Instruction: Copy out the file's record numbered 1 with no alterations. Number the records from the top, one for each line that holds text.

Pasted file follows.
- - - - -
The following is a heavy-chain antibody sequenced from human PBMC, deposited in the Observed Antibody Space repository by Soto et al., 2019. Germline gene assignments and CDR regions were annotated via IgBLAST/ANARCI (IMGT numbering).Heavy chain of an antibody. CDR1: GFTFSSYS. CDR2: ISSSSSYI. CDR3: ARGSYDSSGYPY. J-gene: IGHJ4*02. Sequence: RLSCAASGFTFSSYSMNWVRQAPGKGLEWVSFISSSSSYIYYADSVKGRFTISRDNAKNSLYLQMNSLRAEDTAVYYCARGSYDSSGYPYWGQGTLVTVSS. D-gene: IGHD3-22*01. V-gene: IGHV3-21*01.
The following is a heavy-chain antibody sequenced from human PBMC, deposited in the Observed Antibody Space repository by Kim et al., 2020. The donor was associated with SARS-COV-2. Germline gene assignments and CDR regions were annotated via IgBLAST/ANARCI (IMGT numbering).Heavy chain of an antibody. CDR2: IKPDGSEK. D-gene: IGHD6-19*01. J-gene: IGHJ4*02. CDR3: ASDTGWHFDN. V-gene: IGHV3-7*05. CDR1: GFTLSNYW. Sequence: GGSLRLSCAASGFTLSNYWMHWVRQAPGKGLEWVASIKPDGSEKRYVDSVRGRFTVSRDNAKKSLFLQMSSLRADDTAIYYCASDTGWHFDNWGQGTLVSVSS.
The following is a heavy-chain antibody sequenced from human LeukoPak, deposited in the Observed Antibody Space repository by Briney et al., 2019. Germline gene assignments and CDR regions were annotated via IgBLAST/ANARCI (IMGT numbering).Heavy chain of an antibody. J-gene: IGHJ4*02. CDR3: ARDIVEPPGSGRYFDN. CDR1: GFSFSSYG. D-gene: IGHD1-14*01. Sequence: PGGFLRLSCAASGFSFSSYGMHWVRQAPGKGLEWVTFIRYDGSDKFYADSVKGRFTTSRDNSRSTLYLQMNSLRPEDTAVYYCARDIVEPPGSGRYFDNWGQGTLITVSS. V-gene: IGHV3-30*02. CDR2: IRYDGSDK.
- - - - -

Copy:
The following is a heavy-chain antibody sequenced from human PBMC, deposited in the Observed Antibody Space repository by Soto et al., 2019. Germline gene assignments and CDR regions were annotated via IgBLAST/ANARCI (IMGT numbering).Heavy chain of an antibody. CDR1: GFTFSSYS. CDR2: ISSSSSYI. CDR3: ARGSYDSSGYPY. J-gene: IGHJ4*02. Sequence: RLSCAASGFTFSSYSMNWVRQAPGKGLEWVSFISSSSSYIYYADSVKGRFTISRDNAKNSLYLQMNSLRAEDTAVYYCARGSYDSSGYPYWGQGTLVTVSS. D-gene: IGHD3-22*01. V-gene: IGHV3-21*01.